The first rousing musical number in the new musical-horror mess “Stage Fright” is clever and catchy, and it promises better things than the film ever delivers; wasting no time in unsheathing a razor-sharp sense of humor, writer-director Jerome Stable and musical director Eli Batalion give us a coterie of nerdy theater geeks, like so many “Glee” rejects gathered for a giant slumber party, singing away their troubles to each other:
“I got beaten up a dozen times / for singing Stephen Sondheim’s Rhymes”
“Those school bullies sound awfully bad”
“What school bullies? It was…my…dad…”
They come to the camp where they can learn how to sing and be themselves (at least for once a year), and where “everyone is gay,” but not “gay like that.” These opening moments are soaked in acerbic wit, as the children sing about the “slew of hurtful low-blows” they encounter on a daily basis. Virtually every line is imminently quotable here, and one little girl with a lisp steals the show. The guy who runs the camp is played by Meat Loaf, whose mere presence elevates the opening scenes to something kind of magical.
Unfortunately, the magic ends thereabouts. All revved up with no place to go, the film spends the next hour struggling to regain the fun of the first twenty minutes.
Our heroine is Camilla (Allie MacDonald), who makes up for her lack of personality with a beautiful singing voice. (This isn’t a knock on MacDonald, who does what she can with the role.) Camilla and her brother Buddy (Douglas Smith) work as the camp’s kitchen staff, even though their mother Kylie (Minnie Driver), an actress who was about to catch her big break, gets stabbed in the mouth in the film’s opening scene. (One might think that her children would avoid the theater, but alas.) Soon enough a masked killer shows up and he’s getting away with murder. The killer sings like Ozzy as he shreds a guitar solo — or, in this case, some girl’s throat. It’s obvious he has rock ‘n’ roll dreams coming through, but he belongs in a different film, something more akin to Brian De Palma’s “Phantom of the Paradise.”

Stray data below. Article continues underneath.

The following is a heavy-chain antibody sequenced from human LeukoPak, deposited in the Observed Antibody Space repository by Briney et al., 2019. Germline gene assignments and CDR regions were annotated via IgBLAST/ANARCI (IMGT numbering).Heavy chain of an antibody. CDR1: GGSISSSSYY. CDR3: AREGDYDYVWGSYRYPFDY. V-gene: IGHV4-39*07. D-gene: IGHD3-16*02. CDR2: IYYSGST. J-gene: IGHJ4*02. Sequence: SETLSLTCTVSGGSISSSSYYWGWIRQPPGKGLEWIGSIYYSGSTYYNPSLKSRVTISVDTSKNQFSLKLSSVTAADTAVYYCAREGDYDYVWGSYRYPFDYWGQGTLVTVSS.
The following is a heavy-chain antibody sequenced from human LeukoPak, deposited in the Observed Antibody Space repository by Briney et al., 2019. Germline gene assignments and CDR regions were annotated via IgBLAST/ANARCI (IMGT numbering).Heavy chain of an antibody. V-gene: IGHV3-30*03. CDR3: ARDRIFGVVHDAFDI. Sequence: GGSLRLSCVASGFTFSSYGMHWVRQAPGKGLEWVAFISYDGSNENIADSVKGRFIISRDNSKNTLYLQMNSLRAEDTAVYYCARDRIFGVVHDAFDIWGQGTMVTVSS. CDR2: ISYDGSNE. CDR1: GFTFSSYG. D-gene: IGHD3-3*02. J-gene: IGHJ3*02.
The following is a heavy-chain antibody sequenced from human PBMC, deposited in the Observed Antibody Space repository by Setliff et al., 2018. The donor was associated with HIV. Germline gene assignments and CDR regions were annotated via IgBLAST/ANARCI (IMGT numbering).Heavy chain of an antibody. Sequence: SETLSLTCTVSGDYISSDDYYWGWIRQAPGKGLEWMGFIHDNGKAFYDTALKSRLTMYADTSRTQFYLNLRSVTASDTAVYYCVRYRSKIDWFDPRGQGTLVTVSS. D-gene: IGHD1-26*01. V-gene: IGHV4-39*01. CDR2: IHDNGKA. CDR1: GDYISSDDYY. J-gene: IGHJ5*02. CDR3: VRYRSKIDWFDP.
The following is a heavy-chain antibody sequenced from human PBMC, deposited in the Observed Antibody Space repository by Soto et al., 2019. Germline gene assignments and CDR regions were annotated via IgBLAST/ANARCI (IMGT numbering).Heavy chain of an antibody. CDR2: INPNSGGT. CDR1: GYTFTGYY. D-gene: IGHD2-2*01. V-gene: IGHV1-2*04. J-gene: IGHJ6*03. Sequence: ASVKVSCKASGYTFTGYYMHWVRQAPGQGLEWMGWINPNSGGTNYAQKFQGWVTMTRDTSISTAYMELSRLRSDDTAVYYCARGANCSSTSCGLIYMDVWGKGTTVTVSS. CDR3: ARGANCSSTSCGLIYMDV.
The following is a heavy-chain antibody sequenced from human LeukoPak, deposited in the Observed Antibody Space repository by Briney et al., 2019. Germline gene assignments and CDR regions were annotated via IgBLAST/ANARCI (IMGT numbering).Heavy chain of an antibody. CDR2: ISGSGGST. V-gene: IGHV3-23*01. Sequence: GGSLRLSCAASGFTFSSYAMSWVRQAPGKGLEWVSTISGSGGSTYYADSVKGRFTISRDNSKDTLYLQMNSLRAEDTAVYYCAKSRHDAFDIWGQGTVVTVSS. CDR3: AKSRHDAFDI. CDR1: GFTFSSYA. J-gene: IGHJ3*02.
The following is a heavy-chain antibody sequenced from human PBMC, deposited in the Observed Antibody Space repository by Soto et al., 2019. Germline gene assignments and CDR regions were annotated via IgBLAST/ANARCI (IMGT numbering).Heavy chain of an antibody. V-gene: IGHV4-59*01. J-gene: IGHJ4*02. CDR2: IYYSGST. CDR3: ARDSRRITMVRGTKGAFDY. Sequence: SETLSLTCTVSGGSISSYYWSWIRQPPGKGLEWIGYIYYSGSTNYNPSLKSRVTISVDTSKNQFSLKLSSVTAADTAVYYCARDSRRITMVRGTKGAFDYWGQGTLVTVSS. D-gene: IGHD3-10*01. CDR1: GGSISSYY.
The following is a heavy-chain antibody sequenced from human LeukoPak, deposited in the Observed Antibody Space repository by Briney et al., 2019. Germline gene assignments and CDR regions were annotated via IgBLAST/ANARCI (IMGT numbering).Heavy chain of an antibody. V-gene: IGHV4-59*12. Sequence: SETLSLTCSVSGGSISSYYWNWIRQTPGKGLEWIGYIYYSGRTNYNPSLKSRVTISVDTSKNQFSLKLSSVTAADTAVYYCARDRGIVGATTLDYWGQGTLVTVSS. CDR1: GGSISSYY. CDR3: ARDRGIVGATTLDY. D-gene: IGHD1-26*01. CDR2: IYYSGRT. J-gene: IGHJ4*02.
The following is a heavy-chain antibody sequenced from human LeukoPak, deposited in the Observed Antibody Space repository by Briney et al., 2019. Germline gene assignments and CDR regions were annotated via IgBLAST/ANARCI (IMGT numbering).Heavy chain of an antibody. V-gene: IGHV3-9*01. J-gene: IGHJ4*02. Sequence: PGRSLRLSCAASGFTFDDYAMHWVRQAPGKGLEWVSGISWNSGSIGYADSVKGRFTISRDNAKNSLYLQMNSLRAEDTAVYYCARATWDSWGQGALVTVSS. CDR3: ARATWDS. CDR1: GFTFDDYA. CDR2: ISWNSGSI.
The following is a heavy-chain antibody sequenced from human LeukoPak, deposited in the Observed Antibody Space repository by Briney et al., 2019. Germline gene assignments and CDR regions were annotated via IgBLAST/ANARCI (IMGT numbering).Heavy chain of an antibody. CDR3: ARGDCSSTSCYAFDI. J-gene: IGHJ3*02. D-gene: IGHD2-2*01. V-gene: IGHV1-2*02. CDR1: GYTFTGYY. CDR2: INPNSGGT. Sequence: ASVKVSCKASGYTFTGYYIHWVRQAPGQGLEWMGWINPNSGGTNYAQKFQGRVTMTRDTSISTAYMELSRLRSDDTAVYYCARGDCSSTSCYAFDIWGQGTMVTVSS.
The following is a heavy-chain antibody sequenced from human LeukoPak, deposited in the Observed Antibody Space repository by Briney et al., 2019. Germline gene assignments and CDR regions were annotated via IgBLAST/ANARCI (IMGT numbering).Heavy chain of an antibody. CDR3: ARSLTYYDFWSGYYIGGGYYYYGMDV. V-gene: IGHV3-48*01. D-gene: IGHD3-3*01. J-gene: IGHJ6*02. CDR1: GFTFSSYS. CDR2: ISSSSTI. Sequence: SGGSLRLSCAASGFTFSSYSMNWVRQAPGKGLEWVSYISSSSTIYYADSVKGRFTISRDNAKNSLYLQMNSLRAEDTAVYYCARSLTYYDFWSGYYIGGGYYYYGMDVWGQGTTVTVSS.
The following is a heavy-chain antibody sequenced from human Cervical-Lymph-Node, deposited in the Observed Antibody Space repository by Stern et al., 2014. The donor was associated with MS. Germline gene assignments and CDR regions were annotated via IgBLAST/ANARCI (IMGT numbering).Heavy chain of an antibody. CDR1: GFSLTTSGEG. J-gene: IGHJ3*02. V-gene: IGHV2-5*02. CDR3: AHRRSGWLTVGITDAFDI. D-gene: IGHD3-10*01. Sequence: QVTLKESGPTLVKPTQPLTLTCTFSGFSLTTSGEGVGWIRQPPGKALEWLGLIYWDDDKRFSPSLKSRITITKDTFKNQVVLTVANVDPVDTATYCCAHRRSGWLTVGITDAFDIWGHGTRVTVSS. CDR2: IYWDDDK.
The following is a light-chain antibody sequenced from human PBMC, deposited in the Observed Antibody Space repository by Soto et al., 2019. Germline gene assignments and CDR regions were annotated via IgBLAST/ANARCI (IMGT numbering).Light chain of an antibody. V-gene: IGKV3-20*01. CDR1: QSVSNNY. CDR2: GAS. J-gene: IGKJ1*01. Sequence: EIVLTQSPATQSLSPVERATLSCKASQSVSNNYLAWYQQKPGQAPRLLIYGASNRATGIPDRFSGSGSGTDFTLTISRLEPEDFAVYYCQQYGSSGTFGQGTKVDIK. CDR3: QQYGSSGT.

The initial trailer for “Stage Fright” had horror fans in a tizzy; the film appeared to be a cult-classic in the making, something that conflated the gaudy gory goodness of a cheapie ’80s slasher flick with the histrionics of a musical, all threaded-together with the sardonic irony of “Scream” or “Cabin in the Woods.” It quickly becomes apparent, however, that Stable and Batalion won’t be able to synthesize the music and the horror. The music takes center stage, and when the horror elements come rushing in from the aisles near the end and severed limbs replace the vocal harmonies, it feels like a wrong note is being sustained.
The concept of a horror-musical isn’t new, and yet it’s also never had its masterpiece. “Phantom of the Paradise” is often cited as a highlight of the sub-genre, and “Rocky Horror Picture Show” is an undisputed classic, though its horror elements are incidental to its shock/schlock humor. But there hasn’t been a break-through horror-musical — no “Halloween” or “Exorcist” or “Jaws” or “Alien” or “Night of the Living Dead” to establish the sub-genre. “Repo! The Genetic Opera” (“generic opera” is more accurate) has its fans, though they aren’t a very big or convincing bunch.
Why are there no great horror-musicals? We can conflate horror and comedy— “Evil Dead,” “An American Werewolf in London,” “Shaun of the Dead,” “Gremlins,” “Dead Alive,” “Re-Animator.” Are horror and musical just not compatible?
Great horror so often relies on a sustained atmosphere—a ubiquitous dread perpetuated by silence, or a sinuous and prolonged sound, often achieved through a score or keen sound design. The great horror movies have great sound, great use of empty space. They know when to be sparse and when to explode. The villains are visually memorable, the films aurally so. If you remove the music from “Halloween” or “Psycho,” you expunge the fear. William Friedkin decided to cut all of the music, save for “Tubular Bells,” from “The Exorcist” and instead focused on the sound design, piercing the quietude with sudden, jarring noises. The profound silence creates suspense and sets him up for the scares. (One of the two scores Friedkin rejected can be heard in the film’s first, infamous trailer.)
A musical can’t sustain a tone with silence because, duh, it’s a musical. And it can’t employ subtle, insidious scores because, duh, it’s a musical. Films like “Stage Fright” have the sense to know that they can’t be scary, so they lean towards comedy. But comedy isn’t easy; comedic timing requires finesse, precision, a keen awareness of your surroundings and fellow performers. Tim Curry is brilliant in “Rocky Horror Picture Show” because he manages to underplay one of the most flamboyant roles in film, surrounded by a cast of colorful, whacky characters. His facial expressions are louder than his voice could possibly be. A simple furl of his lip is all he needs. No one in “Stage Fright,” not even Mr. Loaf, has the presence and subtle timing of Tim Curry.
Maybe we’ll one day get a great horror musical, if someone can figure out how to make the music and the horror work harmoniously — that is, a bloody duet, instead of working against each other. But “Stage Fright” isn’t that film.
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